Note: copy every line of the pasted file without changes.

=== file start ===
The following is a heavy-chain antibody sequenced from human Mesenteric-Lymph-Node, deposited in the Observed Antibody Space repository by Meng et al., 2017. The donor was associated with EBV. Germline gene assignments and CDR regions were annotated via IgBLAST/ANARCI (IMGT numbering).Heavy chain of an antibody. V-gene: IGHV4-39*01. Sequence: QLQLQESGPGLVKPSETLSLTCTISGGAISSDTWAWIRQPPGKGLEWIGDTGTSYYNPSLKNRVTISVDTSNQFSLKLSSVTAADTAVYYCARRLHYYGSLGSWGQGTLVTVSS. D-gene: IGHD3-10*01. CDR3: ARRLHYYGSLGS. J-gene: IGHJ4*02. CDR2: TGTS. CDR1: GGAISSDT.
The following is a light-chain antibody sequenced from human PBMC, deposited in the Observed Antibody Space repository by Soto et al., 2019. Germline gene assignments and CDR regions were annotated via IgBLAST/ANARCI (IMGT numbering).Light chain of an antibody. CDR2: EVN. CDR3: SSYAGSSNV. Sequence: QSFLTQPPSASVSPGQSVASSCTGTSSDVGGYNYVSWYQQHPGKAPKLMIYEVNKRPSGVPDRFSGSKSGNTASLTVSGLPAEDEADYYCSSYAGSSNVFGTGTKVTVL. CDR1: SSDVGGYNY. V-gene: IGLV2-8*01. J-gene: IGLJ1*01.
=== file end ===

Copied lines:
The following is a heavy-chain antibody sequenced from human Mesenteric-Lymph-Node, deposited in the Observed Antibody Space repository by Meng et al., 2017. The donor was associated with EBV. Germline gene assignments and CDR regions were annotated via IgBLAST/ANARCI (IMGT numbering).Heavy chain of an antibody. V-gene: IGHV4-39*01. Sequence: QLQLQESGPGLVKPSETLSLTCTISGGAISSDTWAWIRQPPGKGLEWIGDTGTSYYNPSLKNRVTISVDTSNQFSLKLSSVTAADTAVYYCARRLHYYGSLGSWGQGTLVTVSS. D-gene: IGHD3-10*01. CDR3: ARRLHYYGSLGS. J-gene: IGHJ4*02. CDR2: TGTS. CDR1: GGAISSDT.
The following is a light-chain antibody sequenced from human PBMC, deposited in the Observed Antibody Space repository by Soto et al., 2019. Germline gene assignments and CDR regions were annotated via IgBLAST/ANARCI (IMGT numbering).Light chain of an antibody. CDR2: EVN. CDR3: SSYAGSSNV. Sequence: QSFLTQPPSASVSPGQSVASSCTGTSSDVGGYNYVSWYQQHPGKAPKLMIYEVNKRPSGVPDRFSGSKSGNTASLTVSGLPAEDEADYYCSSYAGSSNVFGTGTKVTVL. CDR1: SSDVGGYNY. V-gene: IGLV2-8*01. J-gene: IGLJ1*01.